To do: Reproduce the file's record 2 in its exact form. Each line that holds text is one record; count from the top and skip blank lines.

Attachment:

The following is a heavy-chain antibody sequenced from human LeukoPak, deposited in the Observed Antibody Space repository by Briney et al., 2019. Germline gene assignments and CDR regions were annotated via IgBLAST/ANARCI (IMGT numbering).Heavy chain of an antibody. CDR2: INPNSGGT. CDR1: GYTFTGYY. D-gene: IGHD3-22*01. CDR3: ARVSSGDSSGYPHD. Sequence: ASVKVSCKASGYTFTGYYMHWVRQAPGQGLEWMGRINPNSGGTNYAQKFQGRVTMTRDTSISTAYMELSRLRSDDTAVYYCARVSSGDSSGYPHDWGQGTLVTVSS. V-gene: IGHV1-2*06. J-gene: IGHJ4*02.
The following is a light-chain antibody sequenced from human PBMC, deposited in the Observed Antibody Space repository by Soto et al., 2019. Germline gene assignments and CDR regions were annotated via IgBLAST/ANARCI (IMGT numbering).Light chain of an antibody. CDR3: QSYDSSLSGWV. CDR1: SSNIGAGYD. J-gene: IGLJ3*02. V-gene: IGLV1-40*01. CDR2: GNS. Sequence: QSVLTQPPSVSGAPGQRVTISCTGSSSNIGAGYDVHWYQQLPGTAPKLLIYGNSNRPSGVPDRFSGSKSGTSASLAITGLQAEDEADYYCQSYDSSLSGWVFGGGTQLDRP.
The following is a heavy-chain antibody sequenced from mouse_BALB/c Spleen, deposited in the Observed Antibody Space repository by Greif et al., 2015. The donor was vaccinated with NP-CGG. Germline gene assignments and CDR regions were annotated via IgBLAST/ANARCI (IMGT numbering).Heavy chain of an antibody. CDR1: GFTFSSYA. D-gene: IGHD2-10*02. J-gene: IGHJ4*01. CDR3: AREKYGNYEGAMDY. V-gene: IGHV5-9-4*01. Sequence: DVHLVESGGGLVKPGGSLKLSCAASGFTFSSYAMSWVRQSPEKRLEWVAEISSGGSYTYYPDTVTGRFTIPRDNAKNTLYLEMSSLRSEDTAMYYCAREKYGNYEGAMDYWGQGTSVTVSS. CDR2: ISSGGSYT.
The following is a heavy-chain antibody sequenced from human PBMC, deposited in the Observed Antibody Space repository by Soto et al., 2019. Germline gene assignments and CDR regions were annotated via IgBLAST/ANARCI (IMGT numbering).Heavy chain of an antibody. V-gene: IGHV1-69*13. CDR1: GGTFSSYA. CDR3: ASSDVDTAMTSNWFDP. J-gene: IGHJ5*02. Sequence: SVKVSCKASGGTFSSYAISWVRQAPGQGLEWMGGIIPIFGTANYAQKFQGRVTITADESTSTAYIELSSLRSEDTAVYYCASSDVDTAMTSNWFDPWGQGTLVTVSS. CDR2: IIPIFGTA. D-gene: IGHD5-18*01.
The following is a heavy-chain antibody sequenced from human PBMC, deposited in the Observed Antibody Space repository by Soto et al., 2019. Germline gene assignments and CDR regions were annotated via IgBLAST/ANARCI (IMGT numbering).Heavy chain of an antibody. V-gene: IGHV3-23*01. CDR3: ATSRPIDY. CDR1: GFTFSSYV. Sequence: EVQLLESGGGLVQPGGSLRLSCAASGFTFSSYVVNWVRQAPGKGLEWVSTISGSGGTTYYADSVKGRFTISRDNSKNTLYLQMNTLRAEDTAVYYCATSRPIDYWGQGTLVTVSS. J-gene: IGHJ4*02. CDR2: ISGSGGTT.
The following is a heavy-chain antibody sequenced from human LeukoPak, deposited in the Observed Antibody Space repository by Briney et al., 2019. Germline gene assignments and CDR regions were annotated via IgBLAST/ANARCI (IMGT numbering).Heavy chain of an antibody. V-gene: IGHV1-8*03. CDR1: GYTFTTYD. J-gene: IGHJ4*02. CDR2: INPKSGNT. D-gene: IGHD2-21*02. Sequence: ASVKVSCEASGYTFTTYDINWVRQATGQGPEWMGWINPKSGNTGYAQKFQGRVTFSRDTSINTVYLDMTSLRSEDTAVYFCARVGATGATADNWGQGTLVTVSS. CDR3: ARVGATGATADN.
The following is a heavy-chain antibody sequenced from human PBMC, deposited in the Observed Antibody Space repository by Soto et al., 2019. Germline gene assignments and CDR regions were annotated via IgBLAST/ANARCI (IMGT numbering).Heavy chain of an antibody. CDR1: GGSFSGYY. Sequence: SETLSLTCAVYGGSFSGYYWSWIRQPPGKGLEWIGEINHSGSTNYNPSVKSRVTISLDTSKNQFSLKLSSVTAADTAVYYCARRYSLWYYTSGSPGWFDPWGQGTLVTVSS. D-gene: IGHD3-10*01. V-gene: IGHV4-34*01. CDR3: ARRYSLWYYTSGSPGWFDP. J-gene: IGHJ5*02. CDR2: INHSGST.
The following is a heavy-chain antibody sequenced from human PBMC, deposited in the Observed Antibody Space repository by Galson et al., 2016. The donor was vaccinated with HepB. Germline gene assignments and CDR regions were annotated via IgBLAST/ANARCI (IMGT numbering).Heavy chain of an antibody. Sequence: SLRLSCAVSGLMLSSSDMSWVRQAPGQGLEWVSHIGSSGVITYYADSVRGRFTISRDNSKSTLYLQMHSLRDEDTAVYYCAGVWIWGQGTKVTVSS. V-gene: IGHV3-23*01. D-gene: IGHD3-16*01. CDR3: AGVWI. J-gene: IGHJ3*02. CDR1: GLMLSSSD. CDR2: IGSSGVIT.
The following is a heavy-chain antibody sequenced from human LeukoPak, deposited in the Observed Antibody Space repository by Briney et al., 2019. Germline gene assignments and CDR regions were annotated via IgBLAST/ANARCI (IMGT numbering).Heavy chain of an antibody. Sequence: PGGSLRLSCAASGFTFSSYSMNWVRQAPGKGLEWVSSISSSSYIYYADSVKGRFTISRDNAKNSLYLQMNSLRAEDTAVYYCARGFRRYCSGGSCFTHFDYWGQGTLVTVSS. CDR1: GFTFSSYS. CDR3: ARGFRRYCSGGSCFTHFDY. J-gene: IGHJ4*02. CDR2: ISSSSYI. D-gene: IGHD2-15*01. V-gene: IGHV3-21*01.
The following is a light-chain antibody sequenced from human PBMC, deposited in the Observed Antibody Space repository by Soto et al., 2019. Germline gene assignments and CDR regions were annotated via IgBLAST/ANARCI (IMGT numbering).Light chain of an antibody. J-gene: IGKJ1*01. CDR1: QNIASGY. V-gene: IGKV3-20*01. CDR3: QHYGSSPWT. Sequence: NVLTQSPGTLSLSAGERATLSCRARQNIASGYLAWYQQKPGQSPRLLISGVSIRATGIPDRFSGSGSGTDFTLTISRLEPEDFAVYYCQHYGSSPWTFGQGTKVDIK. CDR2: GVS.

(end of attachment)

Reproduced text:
The following is a light-chain antibody sequenced from human PBMC, deposited in the Observed Antibody Space repository by Soto et al., 2019. Germline gene assignments and CDR regions were annotated via IgBLAST/ANARCI (IMGT numbering).Light chain of an antibody. CDR3: QSYDSSLSGWV. CDR1: SSNIGAGYD. J-gene: IGLJ3*02. V-gene: IGLV1-40*01. CDR2: GNS. Sequence: QSVLTQPPSVSGAPGQRVTISCTGSSSNIGAGYDVHWYQQLPGTAPKLLIYGNSNRPSGVPDRFSGSKSGTSASLAITGLQAEDEADYYCQSYDSSLSGWVFGGGTQLDRP.